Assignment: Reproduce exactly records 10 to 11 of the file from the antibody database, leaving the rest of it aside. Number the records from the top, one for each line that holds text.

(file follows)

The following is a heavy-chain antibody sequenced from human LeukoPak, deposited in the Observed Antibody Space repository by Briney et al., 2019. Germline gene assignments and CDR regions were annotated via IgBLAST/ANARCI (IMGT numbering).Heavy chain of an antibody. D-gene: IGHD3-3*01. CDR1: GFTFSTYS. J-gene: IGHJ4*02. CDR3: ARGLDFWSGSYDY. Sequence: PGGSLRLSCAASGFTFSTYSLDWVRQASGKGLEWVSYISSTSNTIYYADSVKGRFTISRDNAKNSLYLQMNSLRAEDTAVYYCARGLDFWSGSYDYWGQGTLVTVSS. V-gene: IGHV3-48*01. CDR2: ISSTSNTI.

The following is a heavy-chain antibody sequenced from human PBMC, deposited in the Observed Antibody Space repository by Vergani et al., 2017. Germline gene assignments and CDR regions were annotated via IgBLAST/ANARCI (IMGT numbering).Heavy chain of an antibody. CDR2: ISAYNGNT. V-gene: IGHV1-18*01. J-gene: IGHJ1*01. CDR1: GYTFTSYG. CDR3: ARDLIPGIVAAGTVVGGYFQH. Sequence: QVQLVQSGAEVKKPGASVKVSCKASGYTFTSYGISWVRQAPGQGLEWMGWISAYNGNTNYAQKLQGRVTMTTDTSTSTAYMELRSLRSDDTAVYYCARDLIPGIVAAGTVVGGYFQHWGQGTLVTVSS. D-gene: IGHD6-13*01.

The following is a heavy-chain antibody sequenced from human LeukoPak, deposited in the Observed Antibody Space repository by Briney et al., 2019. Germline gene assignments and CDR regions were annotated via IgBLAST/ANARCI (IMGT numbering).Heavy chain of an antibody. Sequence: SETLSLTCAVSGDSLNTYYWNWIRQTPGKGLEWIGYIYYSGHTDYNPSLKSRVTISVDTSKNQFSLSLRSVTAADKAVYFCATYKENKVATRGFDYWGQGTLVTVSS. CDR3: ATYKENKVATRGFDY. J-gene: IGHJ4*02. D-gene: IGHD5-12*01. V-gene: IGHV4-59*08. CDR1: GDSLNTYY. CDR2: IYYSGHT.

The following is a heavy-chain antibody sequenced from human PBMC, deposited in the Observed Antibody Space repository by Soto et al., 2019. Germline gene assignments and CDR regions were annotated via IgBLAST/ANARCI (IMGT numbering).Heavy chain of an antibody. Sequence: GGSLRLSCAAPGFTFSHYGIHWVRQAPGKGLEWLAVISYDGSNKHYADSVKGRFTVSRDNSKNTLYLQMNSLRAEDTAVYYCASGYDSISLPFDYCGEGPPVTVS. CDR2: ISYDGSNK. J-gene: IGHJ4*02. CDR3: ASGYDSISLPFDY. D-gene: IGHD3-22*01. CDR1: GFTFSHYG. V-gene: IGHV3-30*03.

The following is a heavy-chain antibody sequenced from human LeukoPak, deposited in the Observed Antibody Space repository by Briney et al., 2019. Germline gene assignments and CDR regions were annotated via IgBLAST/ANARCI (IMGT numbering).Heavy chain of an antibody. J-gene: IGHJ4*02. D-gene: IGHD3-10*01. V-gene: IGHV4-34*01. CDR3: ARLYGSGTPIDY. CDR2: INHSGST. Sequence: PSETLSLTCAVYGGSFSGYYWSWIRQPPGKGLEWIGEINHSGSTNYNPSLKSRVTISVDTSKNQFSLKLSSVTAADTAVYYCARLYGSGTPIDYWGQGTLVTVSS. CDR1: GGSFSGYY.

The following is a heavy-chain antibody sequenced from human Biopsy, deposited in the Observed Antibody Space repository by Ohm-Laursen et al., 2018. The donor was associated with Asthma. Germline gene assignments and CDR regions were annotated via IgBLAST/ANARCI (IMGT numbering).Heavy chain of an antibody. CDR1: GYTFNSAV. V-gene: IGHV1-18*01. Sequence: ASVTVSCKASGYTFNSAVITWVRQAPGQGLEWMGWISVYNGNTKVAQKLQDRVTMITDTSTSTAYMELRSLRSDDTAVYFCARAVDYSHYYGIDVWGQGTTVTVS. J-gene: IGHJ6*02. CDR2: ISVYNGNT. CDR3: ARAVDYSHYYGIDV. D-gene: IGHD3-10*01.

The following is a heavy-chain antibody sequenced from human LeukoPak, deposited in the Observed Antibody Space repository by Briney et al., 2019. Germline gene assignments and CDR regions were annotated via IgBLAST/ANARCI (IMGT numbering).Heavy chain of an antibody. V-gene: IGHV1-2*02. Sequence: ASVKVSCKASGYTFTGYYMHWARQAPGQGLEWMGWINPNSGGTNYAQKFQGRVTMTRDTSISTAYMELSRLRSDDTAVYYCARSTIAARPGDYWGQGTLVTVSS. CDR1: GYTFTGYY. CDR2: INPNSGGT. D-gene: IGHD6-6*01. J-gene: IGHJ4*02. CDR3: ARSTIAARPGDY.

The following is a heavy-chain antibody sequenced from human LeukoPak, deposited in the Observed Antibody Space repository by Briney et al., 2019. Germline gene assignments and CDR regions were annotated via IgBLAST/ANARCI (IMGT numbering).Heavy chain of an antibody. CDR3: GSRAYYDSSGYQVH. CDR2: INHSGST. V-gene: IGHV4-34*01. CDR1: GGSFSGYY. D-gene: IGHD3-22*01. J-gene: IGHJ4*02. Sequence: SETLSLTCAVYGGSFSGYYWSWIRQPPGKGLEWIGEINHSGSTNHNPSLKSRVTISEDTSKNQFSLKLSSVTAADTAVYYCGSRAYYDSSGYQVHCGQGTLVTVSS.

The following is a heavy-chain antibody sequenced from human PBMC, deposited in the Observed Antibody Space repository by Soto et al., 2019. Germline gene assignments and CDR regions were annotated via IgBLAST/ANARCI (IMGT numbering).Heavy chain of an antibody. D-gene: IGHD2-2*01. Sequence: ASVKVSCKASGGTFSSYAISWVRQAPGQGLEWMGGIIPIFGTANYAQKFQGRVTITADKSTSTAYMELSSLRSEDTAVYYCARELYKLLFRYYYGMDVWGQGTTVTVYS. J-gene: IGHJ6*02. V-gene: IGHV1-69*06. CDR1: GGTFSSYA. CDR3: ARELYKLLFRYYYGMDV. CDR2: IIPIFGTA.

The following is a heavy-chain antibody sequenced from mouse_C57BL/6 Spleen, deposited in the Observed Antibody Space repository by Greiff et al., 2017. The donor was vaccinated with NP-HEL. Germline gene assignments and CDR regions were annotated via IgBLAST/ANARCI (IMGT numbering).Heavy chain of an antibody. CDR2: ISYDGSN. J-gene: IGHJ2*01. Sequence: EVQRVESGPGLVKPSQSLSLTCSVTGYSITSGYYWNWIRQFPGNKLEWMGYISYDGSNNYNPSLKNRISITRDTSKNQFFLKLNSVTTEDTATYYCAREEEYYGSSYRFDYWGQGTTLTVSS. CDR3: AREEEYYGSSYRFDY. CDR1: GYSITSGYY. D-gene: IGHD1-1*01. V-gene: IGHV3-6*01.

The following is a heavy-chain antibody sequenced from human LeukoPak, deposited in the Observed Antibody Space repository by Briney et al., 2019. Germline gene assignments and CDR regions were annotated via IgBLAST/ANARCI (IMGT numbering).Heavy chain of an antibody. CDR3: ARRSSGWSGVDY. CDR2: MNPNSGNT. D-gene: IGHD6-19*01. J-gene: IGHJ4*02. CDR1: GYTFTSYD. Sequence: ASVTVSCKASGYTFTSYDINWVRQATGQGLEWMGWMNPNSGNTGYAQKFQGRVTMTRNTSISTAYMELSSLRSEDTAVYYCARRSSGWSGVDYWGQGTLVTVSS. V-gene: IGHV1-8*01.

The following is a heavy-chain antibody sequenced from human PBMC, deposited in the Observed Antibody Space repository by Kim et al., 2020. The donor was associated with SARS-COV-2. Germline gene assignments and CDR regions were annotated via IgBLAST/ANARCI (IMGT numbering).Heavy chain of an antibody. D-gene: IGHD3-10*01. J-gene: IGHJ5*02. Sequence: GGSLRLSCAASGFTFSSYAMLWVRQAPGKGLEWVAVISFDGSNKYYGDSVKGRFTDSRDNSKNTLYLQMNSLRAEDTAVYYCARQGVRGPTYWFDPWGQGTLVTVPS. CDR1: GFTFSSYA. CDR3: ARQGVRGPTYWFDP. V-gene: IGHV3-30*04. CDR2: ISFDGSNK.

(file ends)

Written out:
The following is a heavy-chain antibody sequenced from mouse_C57BL/6 Spleen, deposited in the Observed Antibody Space repository by Greiff et al., 2017. The donor was vaccinated with NP-HEL. Germline gene assignments and CDR regions were annotated via IgBLAST/ANARCI (IMGT numbering).Heavy chain of an antibody. CDR2: ISYDGSN. J-gene: IGHJ2*01. Sequence: EVQRVESGPGLVKPSQSLSLTCSVTGYSITSGYYWNWIRQFPGNKLEWMGYISYDGSNNYNPSLKNRISITRDTSKNQFFLKLNSVTTEDTATYYCAREEEYYGSSYRFDYWGQGTTLTVSS. CDR3: AREEEYYGSSYRFDY. CDR1: GYSITSGYY. D-gene: IGHD1-1*01. V-gene: IGHV3-6*01.

The following is a heavy-chain antibody sequenced from human LeukoPak, deposited in the Observed Antibody Space repository by Briney et al., 2019. Germline gene assignments and CDR regions were annotated via IgBLAST/ANARCI (IMGT numbering).Heavy chain of an antibody. CDR3: ARRSSGWSGVDY. CDR2: MNPNSGNT. D-gene: IGHD6-19*01. J-gene: IGHJ4*02. CDR1: GYTFTSYD. Sequence: ASVTVSCKASGYTFTSYDINWVRQATGQGLEWMGWMNPNSGNTGYAQKFQGRVTMTRNTSISTAYMELSSLRSEDTAVYYCARRSSGWSGVDYWGQGTLVTVSS. V-gene: IGHV1-8*01.